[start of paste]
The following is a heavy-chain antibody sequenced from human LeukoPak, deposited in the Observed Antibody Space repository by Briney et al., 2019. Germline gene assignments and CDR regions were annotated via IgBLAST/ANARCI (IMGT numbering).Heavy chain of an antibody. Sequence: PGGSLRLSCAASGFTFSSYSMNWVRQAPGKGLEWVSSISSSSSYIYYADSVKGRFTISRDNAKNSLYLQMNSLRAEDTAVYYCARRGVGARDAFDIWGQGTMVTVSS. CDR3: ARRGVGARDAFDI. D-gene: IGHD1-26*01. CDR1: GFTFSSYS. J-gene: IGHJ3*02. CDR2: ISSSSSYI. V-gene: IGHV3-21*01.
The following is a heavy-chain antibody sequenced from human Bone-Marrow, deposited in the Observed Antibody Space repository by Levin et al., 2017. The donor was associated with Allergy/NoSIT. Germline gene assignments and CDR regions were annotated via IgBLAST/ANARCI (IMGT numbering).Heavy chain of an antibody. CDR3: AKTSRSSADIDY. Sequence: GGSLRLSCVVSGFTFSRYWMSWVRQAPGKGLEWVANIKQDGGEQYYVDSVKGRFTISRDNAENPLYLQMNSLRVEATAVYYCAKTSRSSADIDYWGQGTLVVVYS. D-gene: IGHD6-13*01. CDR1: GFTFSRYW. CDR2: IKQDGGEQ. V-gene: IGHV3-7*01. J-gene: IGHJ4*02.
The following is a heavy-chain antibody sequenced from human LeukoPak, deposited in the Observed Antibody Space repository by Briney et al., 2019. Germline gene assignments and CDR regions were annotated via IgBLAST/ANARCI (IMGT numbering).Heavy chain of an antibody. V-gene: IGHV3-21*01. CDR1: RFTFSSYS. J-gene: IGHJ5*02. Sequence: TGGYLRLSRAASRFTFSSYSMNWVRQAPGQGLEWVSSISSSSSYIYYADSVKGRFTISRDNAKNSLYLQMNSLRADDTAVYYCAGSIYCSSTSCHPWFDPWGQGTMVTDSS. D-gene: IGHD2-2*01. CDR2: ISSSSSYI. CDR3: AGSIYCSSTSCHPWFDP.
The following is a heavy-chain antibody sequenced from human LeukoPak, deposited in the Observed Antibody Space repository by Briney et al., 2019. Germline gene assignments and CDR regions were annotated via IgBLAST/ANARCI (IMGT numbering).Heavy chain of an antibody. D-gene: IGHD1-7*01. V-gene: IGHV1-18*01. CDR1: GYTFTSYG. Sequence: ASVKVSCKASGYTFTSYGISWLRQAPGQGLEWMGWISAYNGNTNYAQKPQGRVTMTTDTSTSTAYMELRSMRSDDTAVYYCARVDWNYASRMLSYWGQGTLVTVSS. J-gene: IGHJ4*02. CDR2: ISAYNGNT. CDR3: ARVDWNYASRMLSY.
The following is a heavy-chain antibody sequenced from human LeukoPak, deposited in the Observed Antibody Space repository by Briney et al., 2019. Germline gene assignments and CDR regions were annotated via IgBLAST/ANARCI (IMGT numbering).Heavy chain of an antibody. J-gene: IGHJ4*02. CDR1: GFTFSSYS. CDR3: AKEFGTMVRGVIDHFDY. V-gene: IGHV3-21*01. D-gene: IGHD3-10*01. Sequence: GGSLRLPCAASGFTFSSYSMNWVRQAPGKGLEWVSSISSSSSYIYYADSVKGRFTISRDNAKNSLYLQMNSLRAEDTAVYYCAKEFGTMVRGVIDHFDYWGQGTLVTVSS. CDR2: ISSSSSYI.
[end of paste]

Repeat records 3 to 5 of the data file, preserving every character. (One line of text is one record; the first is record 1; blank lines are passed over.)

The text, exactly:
The following is a heavy-chain antibody sequenced from human LeukoPak, deposited in the Observed Antibody Space repository by Briney et al., 2019. Germline gene assignments and CDR regions were annotated via IgBLAST/ANARCI (IMGT numbering).Heavy chain of an antibody. V-gene: IGHV3-21*01. CDR1: RFTFSSYS. J-gene: IGHJ5*02. Sequence: TGGYLRLSRAASRFTFSSYSMNWVRQAPGQGLEWVSSISSSSSYIYYADSVKGRFTISRDNAKNSLYLQMNSLRADDTAVYYCAGSIYCSSTSCHPWFDPWGQGTMVTDSS. D-gene: IGHD2-2*01. CDR2: ISSSSSYI. CDR3: AGSIYCSSTSCHPWFDP.
The following is a heavy-chain antibody sequenced from human LeukoPak, deposited in the Observed Antibody Space repository by Briney et al., 2019. Germline gene assignments and CDR regions were annotated via IgBLAST/ANARCI (IMGT numbering).Heavy chain of an antibody. D-gene: IGHD1-7*01. V-gene: IGHV1-18*01. CDR1: GYTFTSYG. Sequence: ASVKVSCKASGYTFTSYGISWLRQAPGQGLEWMGWISAYNGNTNYAQKPQGRVTMTTDTSTSTAYMELRSMRSDDTAVYYCARVDWNYASRMLSYWGQGTLVTVSS. J-gene: IGHJ4*02. CDR2: ISAYNGNT. CDR3: ARVDWNYASRMLSY.
The following is a heavy-chain antibody sequenced from human LeukoPak, deposited in the Observed Antibody Space repository by Briney et al., 2019. Germline gene assignments and CDR regions were annotated via IgBLAST/ANARCI (IMGT numbering).Heavy chain of an antibody. J-gene: IGHJ4*02. CDR1: GFTFSSYS. CDR3: AKEFGTMVRGVIDHFDY. V-gene: IGHV3-21*01. D-gene: IGHD3-10*01. Sequence: GGSLRLPCAASGFTFSSYSMNWVRQAPGKGLEWVSSISSSSSYIYYADSVKGRFTISRDNAKNSLYLQMNSLRAEDTAVYYCAKEFGTMVRGVIDHFDYWGQGTLVTVSS. CDR2: ISSSSSYI.